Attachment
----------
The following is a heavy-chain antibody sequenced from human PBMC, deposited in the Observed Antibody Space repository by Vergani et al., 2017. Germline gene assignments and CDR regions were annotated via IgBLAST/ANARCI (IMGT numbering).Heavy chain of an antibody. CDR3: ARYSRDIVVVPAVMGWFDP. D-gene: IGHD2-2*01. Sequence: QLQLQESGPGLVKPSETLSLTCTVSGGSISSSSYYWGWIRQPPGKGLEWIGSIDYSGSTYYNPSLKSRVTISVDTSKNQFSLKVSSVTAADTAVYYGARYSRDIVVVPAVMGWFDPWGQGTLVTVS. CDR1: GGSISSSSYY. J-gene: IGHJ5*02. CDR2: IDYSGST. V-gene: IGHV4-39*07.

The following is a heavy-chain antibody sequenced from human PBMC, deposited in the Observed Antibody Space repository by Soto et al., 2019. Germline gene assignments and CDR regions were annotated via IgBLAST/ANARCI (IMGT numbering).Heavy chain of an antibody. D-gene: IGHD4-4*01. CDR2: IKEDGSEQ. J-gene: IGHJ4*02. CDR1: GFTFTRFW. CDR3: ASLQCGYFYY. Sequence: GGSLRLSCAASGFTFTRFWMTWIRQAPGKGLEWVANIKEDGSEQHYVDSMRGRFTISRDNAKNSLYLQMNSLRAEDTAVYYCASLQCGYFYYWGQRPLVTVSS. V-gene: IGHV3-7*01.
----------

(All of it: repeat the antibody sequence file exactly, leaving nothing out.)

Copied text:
The following is a heavy-chain antibody sequenced from human PBMC, deposited in the Observed Antibody Space repository by Vergani et al., 2017. Germline gene assignments and CDR regions were annotated via IgBLAST/ANARCI (IMGT numbering).Heavy chain of an antibody. CDR3: ARYSRDIVVVPAVMGWFDP. D-gene: IGHD2-2*01. Sequence: QLQLQESGPGLVKPSETLSLTCTVSGGSISSSSYYWGWIRQPPGKGLEWIGSIDYSGSTYYNPSLKSRVTISVDTSKNQFSLKVSSVTAADTAVYYGARYSRDIVVVPAVMGWFDPWGQGTLVTVS. CDR1: GGSISSSSYY. J-gene: IGHJ5*02. CDR2: IDYSGST. V-gene: IGHV4-39*07.

The following is a heavy-chain antibody sequenced from human PBMC, deposited in the Observed Antibody Space repository by Soto et al., 2019. Germline gene assignments and CDR regions were annotated via IgBLAST/ANARCI (IMGT numbering).Heavy chain of an antibody. D-gene: IGHD4-4*01. CDR2: IKEDGSEQ. J-gene: IGHJ4*02. CDR1: GFTFTRFW. CDR3: ASLQCGYFYY. Sequence: GGSLRLSCAASGFTFTRFWMTWIRQAPGKGLEWVANIKEDGSEQHYVDSMRGRFTISRDNAKNSLYLQMNSLRAEDTAVYYCASLQCGYFYYWGQRPLVTVSS. V-gene: IGHV3-7*01.